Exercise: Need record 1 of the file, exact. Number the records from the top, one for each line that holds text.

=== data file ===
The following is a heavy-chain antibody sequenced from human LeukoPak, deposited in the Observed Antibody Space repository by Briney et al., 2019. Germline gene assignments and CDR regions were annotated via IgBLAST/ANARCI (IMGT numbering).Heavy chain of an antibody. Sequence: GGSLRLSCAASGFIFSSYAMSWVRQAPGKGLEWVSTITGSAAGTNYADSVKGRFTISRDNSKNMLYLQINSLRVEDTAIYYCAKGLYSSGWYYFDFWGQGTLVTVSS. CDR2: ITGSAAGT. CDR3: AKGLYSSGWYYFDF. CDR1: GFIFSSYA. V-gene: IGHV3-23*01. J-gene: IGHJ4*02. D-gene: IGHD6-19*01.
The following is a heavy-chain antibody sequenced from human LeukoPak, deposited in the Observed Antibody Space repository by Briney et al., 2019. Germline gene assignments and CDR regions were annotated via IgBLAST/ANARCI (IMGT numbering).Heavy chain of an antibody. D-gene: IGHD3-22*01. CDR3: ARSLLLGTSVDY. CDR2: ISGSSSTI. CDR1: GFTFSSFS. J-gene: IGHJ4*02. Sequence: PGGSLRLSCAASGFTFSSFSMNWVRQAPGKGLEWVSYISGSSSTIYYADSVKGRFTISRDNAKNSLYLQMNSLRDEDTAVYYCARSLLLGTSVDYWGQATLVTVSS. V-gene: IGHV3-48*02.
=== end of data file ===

The following is a heavy-chain antibody sequenced from human LeukoPak, deposited in the Observed Antibody Space repository by Briney et al., 2019. Germline gene assignments and CDR regions were annotated via IgBLAST/ANARCI (IMGT numbering).Heavy chain of an antibody. Sequence: GGSLRLSCAASGFIFSSYAMSWVRQAPGKGLEWVSTITGSAAGTNYADSVKGRFTISRDNSKNMLYLQINSLRVEDTAIYYCAKGLYSSGWYYFDFWGQGTLVTVSS. CDR2: ITGSAAGT. CDR3: AKGLYSSGWYYFDF. CDR1: GFIFSSYA. V-gene: IGHV3-23*01. J-gene: IGHJ4*02. D-gene: IGHD6-19*01.